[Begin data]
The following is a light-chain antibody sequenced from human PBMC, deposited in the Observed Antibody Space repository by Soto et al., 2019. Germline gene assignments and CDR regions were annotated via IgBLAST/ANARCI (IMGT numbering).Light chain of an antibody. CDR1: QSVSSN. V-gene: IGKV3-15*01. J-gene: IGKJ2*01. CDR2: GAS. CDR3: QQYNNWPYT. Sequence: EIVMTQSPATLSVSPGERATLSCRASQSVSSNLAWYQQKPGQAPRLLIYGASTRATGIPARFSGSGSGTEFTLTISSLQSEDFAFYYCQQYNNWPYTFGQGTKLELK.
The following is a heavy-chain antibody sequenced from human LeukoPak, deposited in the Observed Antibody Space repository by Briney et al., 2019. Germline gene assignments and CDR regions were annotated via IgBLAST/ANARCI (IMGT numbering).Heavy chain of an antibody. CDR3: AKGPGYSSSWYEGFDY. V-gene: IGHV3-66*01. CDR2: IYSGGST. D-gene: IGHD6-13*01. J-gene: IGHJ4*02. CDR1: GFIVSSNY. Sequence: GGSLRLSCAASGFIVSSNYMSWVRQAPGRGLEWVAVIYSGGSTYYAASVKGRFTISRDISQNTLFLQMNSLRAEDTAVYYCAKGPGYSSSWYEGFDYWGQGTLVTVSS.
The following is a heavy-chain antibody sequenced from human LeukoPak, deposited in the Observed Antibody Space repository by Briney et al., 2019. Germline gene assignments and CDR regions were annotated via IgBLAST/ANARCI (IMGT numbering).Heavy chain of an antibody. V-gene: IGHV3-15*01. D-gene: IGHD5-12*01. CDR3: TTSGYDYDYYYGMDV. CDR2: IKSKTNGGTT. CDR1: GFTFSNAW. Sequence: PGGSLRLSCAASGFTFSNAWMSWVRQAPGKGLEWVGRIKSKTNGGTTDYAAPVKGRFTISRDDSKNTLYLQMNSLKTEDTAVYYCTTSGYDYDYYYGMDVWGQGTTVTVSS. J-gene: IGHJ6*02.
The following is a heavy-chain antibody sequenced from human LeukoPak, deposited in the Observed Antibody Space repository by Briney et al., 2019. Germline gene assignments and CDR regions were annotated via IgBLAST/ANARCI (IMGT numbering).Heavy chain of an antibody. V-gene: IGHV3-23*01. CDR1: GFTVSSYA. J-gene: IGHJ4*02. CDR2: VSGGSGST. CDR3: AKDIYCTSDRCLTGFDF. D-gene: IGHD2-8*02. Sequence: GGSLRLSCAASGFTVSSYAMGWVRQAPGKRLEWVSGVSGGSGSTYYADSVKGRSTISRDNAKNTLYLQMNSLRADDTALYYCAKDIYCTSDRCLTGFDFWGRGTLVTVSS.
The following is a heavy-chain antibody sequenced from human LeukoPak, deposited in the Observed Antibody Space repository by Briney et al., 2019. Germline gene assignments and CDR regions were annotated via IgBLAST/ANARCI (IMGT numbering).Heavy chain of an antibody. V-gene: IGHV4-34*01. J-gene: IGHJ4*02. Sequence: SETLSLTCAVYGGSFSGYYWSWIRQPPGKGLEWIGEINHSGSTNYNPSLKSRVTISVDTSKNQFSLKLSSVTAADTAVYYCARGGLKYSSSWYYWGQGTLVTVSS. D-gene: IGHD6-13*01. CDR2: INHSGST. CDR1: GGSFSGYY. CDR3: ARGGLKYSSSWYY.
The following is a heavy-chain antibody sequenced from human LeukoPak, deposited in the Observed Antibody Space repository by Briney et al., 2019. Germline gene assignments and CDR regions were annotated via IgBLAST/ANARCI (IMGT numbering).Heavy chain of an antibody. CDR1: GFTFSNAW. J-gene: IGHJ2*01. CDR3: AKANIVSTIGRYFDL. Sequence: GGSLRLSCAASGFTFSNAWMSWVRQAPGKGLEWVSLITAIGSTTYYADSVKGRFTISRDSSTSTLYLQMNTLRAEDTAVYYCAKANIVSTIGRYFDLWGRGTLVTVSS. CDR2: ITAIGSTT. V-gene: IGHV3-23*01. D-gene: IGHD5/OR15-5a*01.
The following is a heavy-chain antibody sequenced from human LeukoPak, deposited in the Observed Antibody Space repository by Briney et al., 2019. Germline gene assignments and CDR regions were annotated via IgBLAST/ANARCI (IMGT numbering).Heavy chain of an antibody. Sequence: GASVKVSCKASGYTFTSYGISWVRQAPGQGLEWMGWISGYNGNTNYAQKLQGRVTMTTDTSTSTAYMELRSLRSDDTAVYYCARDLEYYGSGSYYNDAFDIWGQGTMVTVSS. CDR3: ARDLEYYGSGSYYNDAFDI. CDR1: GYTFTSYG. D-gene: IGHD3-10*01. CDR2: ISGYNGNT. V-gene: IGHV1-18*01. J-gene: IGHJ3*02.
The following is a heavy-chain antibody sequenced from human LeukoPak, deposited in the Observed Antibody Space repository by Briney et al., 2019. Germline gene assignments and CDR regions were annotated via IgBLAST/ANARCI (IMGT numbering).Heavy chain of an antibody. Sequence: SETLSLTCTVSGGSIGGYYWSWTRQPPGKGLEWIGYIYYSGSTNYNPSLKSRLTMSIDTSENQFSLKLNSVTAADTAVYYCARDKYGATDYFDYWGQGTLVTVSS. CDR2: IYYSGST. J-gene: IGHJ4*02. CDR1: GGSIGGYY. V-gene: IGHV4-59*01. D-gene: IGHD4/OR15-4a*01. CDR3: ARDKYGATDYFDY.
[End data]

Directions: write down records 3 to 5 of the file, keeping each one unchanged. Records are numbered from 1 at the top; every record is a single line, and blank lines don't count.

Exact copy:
The following is a heavy-chain antibody sequenced from human LeukoPak, deposited in the Observed Antibody Space repository by Briney et al., 2019. Germline gene assignments and CDR regions were annotated via IgBLAST/ANARCI (IMGT numbering).Heavy chain of an antibody. V-gene: IGHV3-15*01. D-gene: IGHD5-12*01. CDR3: TTSGYDYDYYYGMDV. CDR2: IKSKTNGGTT. CDR1: GFTFSNAW. Sequence: PGGSLRLSCAASGFTFSNAWMSWVRQAPGKGLEWVGRIKSKTNGGTTDYAAPVKGRFTISRDDSKNTLYLQMNSLKTEDTAVYYCTTSGYDYDYYYGMDVWGQGTTVTVSS. J-gene: IGHJ6*02.
The following is a heavy-chain antibody sequenced from human LeukoPak, deposited in the Observed Antibody Space repository by Briney et al., 2019. Germline gene assignments and CDR regions were annotated via IgBLAST/ANARCI (IMGT numbering).Heavy chain of an antibody. V-gene: IGHV3-23*01. CDR1: GFTVSSYA. J-gene: IGHJ4*02. CDR2: VSGGSGST. CDR3: AKDIYCTSDRCLTGFDF. D-gene: IGHD2-8*02. Sequence: GGSLRLSCAASGFTVSSYAMGWVRQAPGKRLEWVSGVSGGSGSTYYADSVKGRSTISRDNAKNTLYLQMNSLRADDTALYYCAKDIYCTSDRCLTGFDFWGRGTLVTVSS.
The following is a heavy-chain antibody sequenced from human LeukoPak, deposited in the Observed Antibody Space repository by Briney et al., 2019. Germline gene assignments and CDR regions were annotated via IgBLAST/ANARCI (IMGT numbering).Heavy chain of an antibody. V-gene: IGHV4-34*01. J-gene: IGHJ4*02. Sequence: SETLSLTCAVYGGSFSGYYWSWIRQPPGKGLEWIGEINHSGSTNYNPSLKSRVTISVDTSKNQFSLKLSSVTAADTAVYYCARGGLKYSSSWYYWGQGTLVTVSS. D-gene: IGHD6-13*01. CDR2: INHSGST. CDR1: GGSFSGYY. CDR3: ARGGLKYSSSWYY.